Training programs in medical administrative assisting prepare individuals to become medical administrative assistants, medical records technicians or medical transcriptionists. Graduates of certificate or associate's degree programs in medical administrative assisting will have the clerical and technical skills to work in administrative positions within medical facilities.
Many schools offer associate's degree and certificate programs in medical administrative assisting. These programs often include courses in medical terminology, office management, anatomy and medical transcription. In the last semester, students typically complete practicums, which provide hands-on training in medical offices.
|Career||Medical Administrative Assistant||Medical Records Technician||Medical Transcriptionist|
|Required Education||Certificate or associate's degree in medical administrative assisting||Certificate or associate's degree in medical administrative assisting||Certificate or associate's degree in medical administrative assisting or medical transcription|
|Projected Job Growth (2014-2024)*||21% for medical secretaries||15%||-3%|
|Mean Salary (2015)*||$34,330||$40,430||$35,720|
Source: *U.S. Bureau of Labor Statistics (BLS).
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Postsecondary programs in medical administrative assisting prepare students to fill clerical roles in hospitals, clinics or physicians' offices. Graduates of these programs may qualify for some rapidly-growing careers. They can go on to become medical secretaries, medical records technicians or medical transcriptionists.
Medical Administrative Assistant
Medical administrative assistants, sometimes called medical secretaries, perform clerical tasks in medical offices. They may direct patients to examination rooms, schedule appointments for patients, assist with billing, organize patient files, order supplies and assist physicians in writing reports. According to the U.S. Bureau of Labor Statistics (BLS), there were 530,360 medical secretaries in the nation in 2015, and they earned a mean salary of $34,330 (www.bls.gov). Employment of medical secretaries was expected to increase 21% from 2014 to 2024, which is much faster than average.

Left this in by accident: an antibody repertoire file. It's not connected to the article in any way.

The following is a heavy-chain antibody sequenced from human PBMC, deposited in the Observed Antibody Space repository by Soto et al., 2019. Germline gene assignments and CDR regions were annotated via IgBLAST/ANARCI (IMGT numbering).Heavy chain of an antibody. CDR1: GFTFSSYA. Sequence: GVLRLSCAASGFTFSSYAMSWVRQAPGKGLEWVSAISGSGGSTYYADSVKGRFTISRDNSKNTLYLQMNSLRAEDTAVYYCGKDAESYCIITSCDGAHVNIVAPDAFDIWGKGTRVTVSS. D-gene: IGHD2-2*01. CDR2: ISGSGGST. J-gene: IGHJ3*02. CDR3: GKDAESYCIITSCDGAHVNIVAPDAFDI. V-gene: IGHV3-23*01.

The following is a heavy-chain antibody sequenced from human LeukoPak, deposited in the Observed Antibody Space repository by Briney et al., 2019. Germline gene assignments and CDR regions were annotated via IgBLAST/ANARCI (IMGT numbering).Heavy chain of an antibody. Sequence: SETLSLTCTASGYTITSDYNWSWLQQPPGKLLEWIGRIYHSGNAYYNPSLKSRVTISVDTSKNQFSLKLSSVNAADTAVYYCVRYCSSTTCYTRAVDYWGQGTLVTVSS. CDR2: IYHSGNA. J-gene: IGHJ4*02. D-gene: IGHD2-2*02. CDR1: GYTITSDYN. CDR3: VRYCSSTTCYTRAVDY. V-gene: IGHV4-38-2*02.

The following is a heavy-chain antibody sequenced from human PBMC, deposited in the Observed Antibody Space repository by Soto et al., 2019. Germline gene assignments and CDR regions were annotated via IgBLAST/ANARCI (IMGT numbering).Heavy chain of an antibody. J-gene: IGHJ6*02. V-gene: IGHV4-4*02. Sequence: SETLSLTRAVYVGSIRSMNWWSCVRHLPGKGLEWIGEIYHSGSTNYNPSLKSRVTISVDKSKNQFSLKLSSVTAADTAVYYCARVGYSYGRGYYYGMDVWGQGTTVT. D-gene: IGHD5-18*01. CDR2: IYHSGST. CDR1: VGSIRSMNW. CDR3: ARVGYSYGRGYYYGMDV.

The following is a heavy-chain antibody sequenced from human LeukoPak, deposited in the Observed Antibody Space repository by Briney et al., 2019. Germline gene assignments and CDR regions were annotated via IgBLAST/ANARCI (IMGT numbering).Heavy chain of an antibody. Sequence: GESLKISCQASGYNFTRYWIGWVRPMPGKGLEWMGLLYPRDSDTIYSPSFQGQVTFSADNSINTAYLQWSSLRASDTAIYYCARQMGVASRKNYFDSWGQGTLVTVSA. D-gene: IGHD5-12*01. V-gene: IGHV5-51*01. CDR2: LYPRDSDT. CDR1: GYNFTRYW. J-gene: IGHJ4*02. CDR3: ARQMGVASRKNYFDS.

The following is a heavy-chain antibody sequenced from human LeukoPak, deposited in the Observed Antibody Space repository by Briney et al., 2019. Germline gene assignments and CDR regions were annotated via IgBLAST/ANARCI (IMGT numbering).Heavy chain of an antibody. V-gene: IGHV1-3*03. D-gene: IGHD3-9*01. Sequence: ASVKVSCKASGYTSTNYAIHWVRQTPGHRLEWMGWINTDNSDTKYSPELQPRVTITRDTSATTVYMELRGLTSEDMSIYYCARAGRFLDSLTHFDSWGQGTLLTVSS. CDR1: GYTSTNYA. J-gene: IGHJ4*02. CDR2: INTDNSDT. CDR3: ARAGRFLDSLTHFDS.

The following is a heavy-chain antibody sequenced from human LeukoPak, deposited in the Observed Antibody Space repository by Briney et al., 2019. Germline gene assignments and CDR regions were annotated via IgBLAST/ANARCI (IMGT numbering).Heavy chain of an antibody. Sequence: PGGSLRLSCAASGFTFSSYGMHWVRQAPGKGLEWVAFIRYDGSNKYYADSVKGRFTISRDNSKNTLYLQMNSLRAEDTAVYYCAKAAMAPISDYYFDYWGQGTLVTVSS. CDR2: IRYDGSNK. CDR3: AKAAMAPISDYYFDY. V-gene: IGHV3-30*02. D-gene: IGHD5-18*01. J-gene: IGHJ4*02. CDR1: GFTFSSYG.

Medical Records Technician
Medical records technicians maintain, update and organize patient medical records. The records they handle include physician reports, X-rays, lab tests and examination reports. They may also specialize in medical coding for insurance-billing purposes. The BLS reports that, in 2015, there were 189,930 medical record and health information technicians in the U.S., and these professionals earned a mean salary of $40,430. Job opportunities for medical records and health information technicians were projected to grow 15% from 2014 to 2024, due to an increasing demand for healthcare services.
Medical transcriptionists listen to and type out recordings made by physicians. They often use headphones, speakers, computers and foot-mounted controls that allow recordings to be paused as necessary during transcription. To recognize mistakes or inconsistencies in original recordings, medical transcriptionists need to be familiar with medical terms and common medical conditions. In 2015, there were 57,830 medical transcriptionists in the nation, and the BLS expected career opportunities in this field to decrease by three percent during the 2014 to 2024 decade. As of May 2015, they earned a mean annual salary of $35,720.
Medical administrative assistants primarily complete clerical duties, such as scheduling appointments, billing, ordering supplies and writing reports, while medical transcriptionists transcribe verbal data from doctors into a typed document. Medical records technicians focus on organizing and updating patients' medical records, and they also may assist with billing insurance. These professionals can pursue their career with one to two years of postsecondary studies in medical administrative assisting.